Android - Location
Regardless of which API to call, here are the ways to get the location of a device:
- GNSS: Global Navigation Satellite Systems, including GPS, GLONASS, BeiDou, etc.
- aGPS: assisted GPS, GPS data collected by cellular towers
- Network: by Wifi and Cellular data
AOSP: Location and Location Manager
LocationManager for device's locations:
android.location.Location: a data class
Location class has a method
getProvider() that may tell you which provider is used to generate this location.
GPS_PROVIDER: (GPS, aGPS), accurate, high power usage, only works outdoors
NETWORK_PROVIDER: (aGPS, CellID, Wifi MACID): relies on availability of cell towers and Wifi access points, lower accuracy and lower power usage.
getProvider() only returns a string, while
getProvider() returns the full
LocationProvider object with more info.
This is NOT the officially recommended way to get locations on Android, the recommended way is to use Google Play Services as described in the next section. However not all Android devices support Google Play Services.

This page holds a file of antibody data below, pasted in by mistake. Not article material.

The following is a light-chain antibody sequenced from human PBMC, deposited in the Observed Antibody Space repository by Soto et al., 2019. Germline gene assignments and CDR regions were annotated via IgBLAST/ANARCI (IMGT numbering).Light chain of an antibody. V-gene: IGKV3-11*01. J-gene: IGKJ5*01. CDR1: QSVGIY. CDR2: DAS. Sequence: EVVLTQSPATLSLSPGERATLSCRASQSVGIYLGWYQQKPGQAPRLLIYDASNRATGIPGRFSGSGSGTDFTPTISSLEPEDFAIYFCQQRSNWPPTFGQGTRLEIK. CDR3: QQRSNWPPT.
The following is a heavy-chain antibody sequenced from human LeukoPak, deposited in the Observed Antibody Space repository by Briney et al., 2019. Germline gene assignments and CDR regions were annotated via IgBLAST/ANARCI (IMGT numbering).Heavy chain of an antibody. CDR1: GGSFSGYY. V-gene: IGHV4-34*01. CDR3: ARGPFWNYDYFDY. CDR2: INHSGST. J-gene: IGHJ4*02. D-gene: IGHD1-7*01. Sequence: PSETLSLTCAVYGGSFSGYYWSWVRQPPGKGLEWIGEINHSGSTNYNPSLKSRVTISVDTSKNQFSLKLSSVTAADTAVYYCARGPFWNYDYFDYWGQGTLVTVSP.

Google Play Services: FusedLocationProvider
FusedLocationProvider will not only use GPS, but also Wifi and Cellular data, and "fuse" everything into one best estimated location. This is only available through Google Play Services, not included in the open-source Android.
GPS has small probability of large outliers, but the signal may be lost if it cannot acquire enough satellites; Cell and wifi are land based, but locations have all sorts of reasons for having large outliers (even the wrong continent). That is why fused locations may provide better results comparing to using them alone.
The API is
com.google.android.gms.location.FusedLocationProviderClient, which extends
Not Public: RoadSnapped Location
If you are navigating, your location is snapped to the nearest road, however the logic is not public and the road-snapped location is not public, but be aware that this might be different from the raw Location or FusedLocation.
In some cases users may choose to spoof their locations, e.g. when you play Pokemon Go, or a rideshare driver pretends he is waiting at the airport.
There are many fake GPS apps, most requires to enable the developer options to allow mock locations. Detecting GPS spoofing is a whole different topic.